The above preview is unformatted text

This student written piece of work is one of many that can be found in our GCSE Charlotte Bronte section.

Found what you're looking for?

  • Start learning 29% faster today
  • 150,000+ documents available
  • Just £6.99 a month

Not the one? Search for your essay title...
  • Join over 1.2 million students every month
  • Accelerate your learning by 29%
  • Unlimited access from just £6.99 per month

See related essaysSee related essays

Related GCSE Charlotte Bronte essays

  1. Bront portrays Jane Eyre as an untypical heroine. Examine Bronts language use, structure and ...

    These descriptions could have been borne from Brontë's own experience of school. The lack of edible food is down to the viewpoint of the miserly Mr Brocklehurst who believes that suffering leads to spiritual development. Brocklehurst says that a lack of luxury 'will render them hardy, patient and self-denying'.

  2. Compare and Contrast the Characters of Rochester and St. John Rivers

    with him to India as his wife; telling her: "You were not made for love, but labour."

  1. Jane Eyre: A Cinderella Story ...

    Jane's life in Gateshed is like Cinderella's life with her evil step-mother and step-sisters. Jane is like a slave in Gateshed as Cinderella was a slave at her step-mothers, doing the cooking, cleaning and laundry.

  2. Bront portrays Jane Eyre as an untypical heroine. Examine Bront's language use, structure and ...

    This ensures that the reader's interest is kept, which was particularly important for a relatively unknown young novelist like Charlotte Bront�. Another literary device that Bront� utilises in Jane Eyre is the use of symbolism to precede actual events. A good example of this is the chestnut tree that Jane notices is 'split down the centre'.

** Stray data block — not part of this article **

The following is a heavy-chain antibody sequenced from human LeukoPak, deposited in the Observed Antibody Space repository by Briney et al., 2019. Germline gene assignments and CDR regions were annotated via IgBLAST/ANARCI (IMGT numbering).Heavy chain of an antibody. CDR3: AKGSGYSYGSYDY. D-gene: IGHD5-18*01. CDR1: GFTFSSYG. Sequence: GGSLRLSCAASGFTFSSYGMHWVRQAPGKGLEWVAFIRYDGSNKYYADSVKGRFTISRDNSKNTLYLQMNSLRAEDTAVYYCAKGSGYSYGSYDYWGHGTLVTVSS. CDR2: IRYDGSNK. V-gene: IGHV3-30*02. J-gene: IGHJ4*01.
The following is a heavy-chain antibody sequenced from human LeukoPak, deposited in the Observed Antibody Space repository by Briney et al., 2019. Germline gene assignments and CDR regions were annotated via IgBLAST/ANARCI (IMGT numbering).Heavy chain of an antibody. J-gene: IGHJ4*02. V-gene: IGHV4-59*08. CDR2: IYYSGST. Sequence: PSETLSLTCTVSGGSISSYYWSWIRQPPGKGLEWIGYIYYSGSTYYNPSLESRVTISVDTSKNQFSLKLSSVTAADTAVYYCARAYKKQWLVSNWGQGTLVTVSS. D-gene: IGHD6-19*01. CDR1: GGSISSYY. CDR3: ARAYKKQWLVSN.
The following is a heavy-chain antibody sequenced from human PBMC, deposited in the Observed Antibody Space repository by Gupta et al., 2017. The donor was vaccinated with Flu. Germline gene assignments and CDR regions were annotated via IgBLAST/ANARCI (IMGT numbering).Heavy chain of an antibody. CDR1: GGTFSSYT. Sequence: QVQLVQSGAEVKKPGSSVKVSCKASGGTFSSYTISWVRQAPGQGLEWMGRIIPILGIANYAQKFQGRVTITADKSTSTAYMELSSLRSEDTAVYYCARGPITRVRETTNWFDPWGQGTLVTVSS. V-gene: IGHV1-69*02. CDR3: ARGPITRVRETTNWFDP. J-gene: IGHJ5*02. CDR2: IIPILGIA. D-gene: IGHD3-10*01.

1. Jane eyre

    mothers diversion' shows how much hatred Jane has for the Reed's this also shows that they are family however they treat each other like foe. Moreover repetition of the word 'All' symbolises the fact that the entire world is after her and she is like a prey to all the

  2. "Jane Eyre is a typical novel of its time". Discuss.

    Consequently, it is not surprising that death rates from diseases like Tuberculosis were so high. Later in the novel, when Jane leaves Lowood and goes to work as a Governess at Thornfield for Mr. Rochester; we see further evidence of status incongruence and the divisions created by the differences between social classes.

  1. By Looking Closely At The Central Relationship, Consider To What Extent Jane Eyre and ...

    meant she is no longer lonely and emphasizes the heroic entrance into her life as though he saves her from being in solitude the rest of her life. But despite these heroic characteristics it could be argued that Rochester is in fact the opposite of a romantic hero.

  2. Jane Eyre - Was she a woman of her times?

    Jane ignore this requirement, caring more for the need of justice than the consequences that may arise in her battle for it, once again emphasising her strength of character. Her obscurity in Victorian society was so rare that she was thought of as disobedient, deceitful and as offensive as it was evil.

  • Over 160,000 pieces
    of student written work
  • Annotated by
    experienced teachers
  • Ideas and feedback to
    improve your own work